Need more and different cheese? A brand new, shiny Fábrica de Quesos opened across Av. Saltillo late in 2009. So far, the crema has proved to be outstanding and rich, and the cheeses we've sampled are good, but typically bland in the style favored in Michoacán. I mean to try their butter, when I have a chance.


If the sight of this food makes you hungry, you'll find several outdoor fondas along the streets, offering inexpensive meals. I've only sampled the fare at one; a plate of cerdo en salsa negra con frijoles, which was excellent, barring the belated arrival of utensils until I was halfway fnished. (I ate with tortillas.) Look for which fonda has the most people eating, and decide for yourself.


To complete (or better, to begin) your epicurean visit to this area of Pátzcuaro, go to Panadería La Espiga, a short walk from Don Chucho's, which I described in detail several years ago. It has the tastiest, wood-oven baked teleras in Pátzcuaro. Just be sure to get there before 10 a.m., earlier if possible.


Don Chucho's opens at 8:00 a.m and closes for a descanso at 2:00 p.m.; then reopens at 4:00, Monday -Friday. On Saturday and Sunday it closes at 2:00 and doesn't reopen until Monday morning. (The hours of operation may vary.)



View Pátzcuaro's Best Eats in a larger map

9 comments:

Felipe said...

This is a great place. I recently found curry powder there. You won´t find curry powder at Soriana´s nor at La Bodega.

Tancho said...

We use to have a similar type all inclusive gourmet hodgepodge store called Lo Tengo. It was located directly across the street from the new Mercado and Bus Station. It had all kinds of hard to find items but didn't carry auto parts.
It closed up because of local pressure from opportunistic individuals who were demanding protection money to keep the doors open.....the owners threw in the proverbial towel option not to lose a window or two.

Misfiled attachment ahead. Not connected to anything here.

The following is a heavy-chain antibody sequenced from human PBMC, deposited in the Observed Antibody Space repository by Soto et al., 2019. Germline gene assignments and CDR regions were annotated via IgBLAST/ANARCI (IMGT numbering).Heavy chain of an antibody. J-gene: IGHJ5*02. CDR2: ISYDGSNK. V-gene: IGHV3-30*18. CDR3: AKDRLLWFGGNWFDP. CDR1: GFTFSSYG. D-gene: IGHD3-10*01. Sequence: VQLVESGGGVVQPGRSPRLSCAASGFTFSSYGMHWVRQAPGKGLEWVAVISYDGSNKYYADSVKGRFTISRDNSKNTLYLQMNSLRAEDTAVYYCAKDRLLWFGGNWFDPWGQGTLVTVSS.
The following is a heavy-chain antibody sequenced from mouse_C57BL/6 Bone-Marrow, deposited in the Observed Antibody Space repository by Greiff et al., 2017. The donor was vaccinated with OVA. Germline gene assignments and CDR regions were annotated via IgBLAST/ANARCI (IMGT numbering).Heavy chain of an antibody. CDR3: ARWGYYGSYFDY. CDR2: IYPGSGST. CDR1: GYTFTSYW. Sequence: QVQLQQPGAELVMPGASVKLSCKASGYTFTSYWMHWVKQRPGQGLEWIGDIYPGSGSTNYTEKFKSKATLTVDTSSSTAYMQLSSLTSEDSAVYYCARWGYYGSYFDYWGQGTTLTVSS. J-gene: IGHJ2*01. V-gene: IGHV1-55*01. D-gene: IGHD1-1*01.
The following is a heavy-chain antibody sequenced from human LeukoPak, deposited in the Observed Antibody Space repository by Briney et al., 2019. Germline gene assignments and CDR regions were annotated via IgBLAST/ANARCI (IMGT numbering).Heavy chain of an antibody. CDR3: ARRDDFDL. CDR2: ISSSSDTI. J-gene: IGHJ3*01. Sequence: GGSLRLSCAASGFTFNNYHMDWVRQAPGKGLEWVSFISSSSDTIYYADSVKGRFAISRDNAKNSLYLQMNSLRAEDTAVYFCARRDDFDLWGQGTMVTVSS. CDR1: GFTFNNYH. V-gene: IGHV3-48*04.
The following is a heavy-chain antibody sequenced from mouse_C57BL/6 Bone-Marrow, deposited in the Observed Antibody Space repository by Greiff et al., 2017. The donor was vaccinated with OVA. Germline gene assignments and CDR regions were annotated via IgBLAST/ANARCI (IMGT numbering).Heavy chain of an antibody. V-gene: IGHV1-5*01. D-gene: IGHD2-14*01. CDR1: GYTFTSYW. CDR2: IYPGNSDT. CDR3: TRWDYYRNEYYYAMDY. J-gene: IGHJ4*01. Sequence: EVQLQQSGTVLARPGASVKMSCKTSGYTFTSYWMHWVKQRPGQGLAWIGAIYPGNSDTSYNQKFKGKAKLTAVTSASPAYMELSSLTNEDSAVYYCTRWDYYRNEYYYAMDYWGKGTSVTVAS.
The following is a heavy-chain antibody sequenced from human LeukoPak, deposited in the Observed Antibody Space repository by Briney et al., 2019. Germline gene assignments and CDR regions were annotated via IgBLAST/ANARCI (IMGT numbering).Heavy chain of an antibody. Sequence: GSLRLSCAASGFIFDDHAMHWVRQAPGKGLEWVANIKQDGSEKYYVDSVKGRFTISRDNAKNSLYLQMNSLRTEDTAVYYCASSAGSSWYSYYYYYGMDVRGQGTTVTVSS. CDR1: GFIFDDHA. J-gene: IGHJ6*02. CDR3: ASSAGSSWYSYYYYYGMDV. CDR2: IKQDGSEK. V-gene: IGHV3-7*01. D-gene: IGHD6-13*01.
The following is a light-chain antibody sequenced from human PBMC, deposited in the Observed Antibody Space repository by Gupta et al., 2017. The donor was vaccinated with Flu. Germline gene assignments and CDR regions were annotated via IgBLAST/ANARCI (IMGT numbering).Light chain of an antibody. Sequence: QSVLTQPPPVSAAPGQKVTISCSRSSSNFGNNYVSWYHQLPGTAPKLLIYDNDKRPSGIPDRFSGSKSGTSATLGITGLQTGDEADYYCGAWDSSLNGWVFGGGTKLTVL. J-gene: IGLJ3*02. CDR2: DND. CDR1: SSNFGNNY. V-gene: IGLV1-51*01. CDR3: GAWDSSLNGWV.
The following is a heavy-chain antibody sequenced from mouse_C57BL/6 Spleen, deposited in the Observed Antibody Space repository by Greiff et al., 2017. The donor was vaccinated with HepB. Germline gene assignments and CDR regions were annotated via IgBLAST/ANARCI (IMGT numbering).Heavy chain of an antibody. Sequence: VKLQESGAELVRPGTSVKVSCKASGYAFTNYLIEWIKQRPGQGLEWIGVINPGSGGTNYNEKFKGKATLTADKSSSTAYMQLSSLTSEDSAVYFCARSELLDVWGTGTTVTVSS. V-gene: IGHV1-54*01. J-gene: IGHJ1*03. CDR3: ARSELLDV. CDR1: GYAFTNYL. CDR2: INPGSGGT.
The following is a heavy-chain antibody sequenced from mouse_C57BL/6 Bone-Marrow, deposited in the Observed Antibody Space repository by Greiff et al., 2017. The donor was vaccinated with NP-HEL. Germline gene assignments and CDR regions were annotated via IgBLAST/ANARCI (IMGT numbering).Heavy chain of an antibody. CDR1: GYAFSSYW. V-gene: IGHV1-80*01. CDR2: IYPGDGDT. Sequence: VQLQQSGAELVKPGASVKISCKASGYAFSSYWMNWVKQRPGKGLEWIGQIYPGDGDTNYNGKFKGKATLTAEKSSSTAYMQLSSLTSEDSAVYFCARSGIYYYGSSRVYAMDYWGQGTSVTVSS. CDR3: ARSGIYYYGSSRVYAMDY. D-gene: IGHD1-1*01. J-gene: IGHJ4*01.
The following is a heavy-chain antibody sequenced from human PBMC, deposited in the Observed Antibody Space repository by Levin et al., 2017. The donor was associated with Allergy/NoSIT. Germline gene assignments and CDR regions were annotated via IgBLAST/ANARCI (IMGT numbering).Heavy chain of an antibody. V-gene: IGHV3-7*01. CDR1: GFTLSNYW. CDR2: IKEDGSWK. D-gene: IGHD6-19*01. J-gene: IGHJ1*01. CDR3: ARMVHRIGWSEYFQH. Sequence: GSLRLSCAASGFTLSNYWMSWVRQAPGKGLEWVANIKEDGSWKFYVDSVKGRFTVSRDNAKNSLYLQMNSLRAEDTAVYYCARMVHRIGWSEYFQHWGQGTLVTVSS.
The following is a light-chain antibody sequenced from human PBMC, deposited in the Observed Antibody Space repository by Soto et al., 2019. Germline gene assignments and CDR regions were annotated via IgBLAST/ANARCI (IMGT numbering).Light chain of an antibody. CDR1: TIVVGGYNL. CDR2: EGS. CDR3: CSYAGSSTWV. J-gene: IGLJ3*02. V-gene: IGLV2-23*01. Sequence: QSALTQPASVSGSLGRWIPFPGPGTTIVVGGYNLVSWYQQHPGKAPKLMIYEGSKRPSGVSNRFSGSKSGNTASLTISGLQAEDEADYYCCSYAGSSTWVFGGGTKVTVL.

Felipe said...

Or it may have closed because it never had a customer in there or because the expiration dates on their wares were from the 19th century.

Don Cuevas said...

I was waiting for you to post that, Felipe. I would agree, plus the prices were ridiculously high.

IMO, another reason Lo Tengo went out of business, is that they were appealing to only one stratum of affluent customers; they did not have the everyday basic goods that Don Chucho's has; and for an upscale store, their location was poorly chosen. Should have been on the Plaza Grande. The next-door Mercado Tariacuri is one that never really took off.

In the end, Don Chucho's succeeds because despite all the frou frou Gringo Goodies, they are still catering to the local clientele. (Plus, their location is appropriate.)

Saludos,
Don Cuevas

Felipe said...

I´m skeptical of Tancho´s reason for their closure. Who in the world would try to shake down a business that so clearly was earning nothing?

Tancho said...

The info was from one of my reliable sources in town...but we all know what reliability is around town don't we.

I thought all the stuff in stores like that is past it's code dates?

25BAR said...

Sausages and Tequila. What a mix!

Don Cuevas said...

25BAR;
yes, an excellent combination!

Saludos,
Don Cuevas

Kathleen is Cooking in Mexico said...

It is mind boggling the ingredients I can now find in our little town, La Cruz, in Nayarit. A local store not only carries canned sauerkraut, but two different brands! There is almost nothing I can't find in Puerto Vallarta, provided I can afford the often exorbitant price.